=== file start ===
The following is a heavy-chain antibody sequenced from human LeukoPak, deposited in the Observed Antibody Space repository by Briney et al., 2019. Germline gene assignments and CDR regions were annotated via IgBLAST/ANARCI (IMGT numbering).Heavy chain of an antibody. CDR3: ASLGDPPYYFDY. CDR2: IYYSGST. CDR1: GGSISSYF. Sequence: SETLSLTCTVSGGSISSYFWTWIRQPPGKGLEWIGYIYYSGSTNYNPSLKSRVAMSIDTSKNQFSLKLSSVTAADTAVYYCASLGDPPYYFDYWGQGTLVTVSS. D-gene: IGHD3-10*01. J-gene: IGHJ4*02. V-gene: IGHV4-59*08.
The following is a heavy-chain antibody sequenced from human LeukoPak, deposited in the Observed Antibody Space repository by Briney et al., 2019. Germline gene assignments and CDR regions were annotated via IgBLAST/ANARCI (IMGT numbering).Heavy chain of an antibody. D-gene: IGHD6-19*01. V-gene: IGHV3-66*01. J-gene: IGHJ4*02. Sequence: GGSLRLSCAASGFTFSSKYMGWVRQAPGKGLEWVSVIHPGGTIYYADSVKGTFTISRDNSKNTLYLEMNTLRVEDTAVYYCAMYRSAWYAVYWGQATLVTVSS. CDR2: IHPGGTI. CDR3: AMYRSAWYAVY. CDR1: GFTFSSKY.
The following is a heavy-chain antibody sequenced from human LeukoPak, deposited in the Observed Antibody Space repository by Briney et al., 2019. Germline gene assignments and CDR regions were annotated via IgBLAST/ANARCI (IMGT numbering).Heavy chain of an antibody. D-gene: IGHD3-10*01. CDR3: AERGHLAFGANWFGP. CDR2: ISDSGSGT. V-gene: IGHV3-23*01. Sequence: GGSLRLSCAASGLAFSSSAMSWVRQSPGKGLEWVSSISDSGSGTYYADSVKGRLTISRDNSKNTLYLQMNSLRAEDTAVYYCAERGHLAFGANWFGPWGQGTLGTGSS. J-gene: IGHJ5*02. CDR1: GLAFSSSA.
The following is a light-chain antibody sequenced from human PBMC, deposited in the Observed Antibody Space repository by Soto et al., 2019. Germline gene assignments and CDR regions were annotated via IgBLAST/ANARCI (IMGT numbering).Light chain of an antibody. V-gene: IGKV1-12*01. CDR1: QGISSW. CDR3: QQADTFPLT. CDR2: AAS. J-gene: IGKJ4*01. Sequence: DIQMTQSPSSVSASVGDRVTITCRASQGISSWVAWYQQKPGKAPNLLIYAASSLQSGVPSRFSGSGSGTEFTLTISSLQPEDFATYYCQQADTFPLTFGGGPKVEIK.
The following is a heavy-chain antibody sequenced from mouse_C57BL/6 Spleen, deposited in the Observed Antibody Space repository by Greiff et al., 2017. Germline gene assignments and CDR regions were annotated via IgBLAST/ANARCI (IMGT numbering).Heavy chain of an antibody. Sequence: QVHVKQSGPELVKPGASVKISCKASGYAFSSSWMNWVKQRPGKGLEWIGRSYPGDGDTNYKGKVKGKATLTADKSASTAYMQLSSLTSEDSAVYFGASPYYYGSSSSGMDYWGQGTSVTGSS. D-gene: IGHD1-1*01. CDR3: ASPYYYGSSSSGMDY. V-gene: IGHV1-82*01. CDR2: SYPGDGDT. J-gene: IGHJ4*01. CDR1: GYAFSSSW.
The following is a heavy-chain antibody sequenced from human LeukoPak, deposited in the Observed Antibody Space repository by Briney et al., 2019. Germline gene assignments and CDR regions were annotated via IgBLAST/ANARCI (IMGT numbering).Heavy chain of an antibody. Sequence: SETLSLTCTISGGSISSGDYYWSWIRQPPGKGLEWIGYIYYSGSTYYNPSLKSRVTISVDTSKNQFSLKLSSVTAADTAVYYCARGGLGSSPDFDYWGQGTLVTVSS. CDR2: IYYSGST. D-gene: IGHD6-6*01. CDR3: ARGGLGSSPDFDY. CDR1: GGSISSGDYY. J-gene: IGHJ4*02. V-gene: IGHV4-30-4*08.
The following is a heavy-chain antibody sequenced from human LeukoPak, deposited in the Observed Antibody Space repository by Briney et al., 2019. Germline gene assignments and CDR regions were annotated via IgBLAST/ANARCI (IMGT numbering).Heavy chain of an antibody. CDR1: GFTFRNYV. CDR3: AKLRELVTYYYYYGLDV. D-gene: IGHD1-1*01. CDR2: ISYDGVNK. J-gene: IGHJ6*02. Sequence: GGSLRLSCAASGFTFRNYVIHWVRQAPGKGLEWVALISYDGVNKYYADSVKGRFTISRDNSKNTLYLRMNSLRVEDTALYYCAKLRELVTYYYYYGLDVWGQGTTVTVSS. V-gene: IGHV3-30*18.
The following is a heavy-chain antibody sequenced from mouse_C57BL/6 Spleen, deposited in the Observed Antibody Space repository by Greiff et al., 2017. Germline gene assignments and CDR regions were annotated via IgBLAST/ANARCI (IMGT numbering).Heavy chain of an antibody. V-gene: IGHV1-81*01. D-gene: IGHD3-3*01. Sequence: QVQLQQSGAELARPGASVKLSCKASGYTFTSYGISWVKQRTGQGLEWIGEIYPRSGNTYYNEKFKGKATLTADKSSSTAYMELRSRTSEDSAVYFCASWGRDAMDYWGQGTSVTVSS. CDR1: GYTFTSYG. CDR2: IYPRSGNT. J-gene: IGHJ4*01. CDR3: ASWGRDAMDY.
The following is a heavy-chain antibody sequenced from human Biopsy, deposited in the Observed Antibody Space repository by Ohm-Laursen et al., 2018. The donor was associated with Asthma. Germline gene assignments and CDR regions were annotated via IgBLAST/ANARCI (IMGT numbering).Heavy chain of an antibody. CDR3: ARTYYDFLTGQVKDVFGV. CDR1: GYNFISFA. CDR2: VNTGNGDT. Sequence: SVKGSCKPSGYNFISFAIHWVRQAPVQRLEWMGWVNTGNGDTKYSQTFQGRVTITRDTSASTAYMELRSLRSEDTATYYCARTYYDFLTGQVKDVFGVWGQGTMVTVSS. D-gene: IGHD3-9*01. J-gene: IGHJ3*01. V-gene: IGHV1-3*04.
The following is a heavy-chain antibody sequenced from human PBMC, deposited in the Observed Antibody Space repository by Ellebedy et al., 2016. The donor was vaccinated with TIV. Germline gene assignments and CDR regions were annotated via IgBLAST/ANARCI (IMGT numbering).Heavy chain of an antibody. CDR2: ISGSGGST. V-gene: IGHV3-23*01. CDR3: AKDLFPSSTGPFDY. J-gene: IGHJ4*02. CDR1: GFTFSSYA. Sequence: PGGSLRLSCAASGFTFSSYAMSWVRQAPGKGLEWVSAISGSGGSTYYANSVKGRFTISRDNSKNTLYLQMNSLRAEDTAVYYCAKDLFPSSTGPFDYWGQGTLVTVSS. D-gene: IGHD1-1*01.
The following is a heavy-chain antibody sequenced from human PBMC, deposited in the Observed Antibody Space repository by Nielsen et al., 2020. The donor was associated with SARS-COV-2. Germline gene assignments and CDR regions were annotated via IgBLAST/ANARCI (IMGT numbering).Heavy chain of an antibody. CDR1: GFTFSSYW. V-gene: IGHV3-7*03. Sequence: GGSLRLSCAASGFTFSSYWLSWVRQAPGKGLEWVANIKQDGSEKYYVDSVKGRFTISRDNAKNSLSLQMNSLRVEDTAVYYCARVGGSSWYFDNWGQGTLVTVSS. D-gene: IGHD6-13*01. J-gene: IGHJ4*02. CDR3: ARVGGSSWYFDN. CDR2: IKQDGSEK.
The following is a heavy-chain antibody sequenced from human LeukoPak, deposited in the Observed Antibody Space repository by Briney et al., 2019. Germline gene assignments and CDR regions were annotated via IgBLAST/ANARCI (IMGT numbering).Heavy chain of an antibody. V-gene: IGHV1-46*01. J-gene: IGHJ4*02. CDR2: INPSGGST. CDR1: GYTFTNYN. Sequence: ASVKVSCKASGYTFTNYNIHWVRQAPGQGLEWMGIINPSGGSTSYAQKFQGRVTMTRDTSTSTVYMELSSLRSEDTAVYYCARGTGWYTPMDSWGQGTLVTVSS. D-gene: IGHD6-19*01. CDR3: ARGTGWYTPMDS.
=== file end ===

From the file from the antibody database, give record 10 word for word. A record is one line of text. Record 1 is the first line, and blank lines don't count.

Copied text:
The following is a heavy-chain antibody sequenced from human PBMC, deposited in the Observed Antibody Space repository by Ellebedy et al., 2016. The donor was vaccinated with TIV. Germline gene assignments and CDR regions were annotated via IgBLAST/ANARCI (IMGT numbering).Heavy chain of an antibody. CDR2: ISGSGGST. V-gene: IGHV3-23*01. CDR3: AKDLFPSSTGPFDY. J-gene: IGHJ4*02. CDR1: GFTFSSYA. Sequence: PGGSLRLSCAASGFTFSSYAMSWVRQAPGKGLEWVSAISGSGGSTYYANSVKGRFTISRDNSKNTLYLQMNSLRAEDTAVYYCAKDLFPSSTGPFDYWGQGTLVTVSS. D-gene: IGHD1-1*01.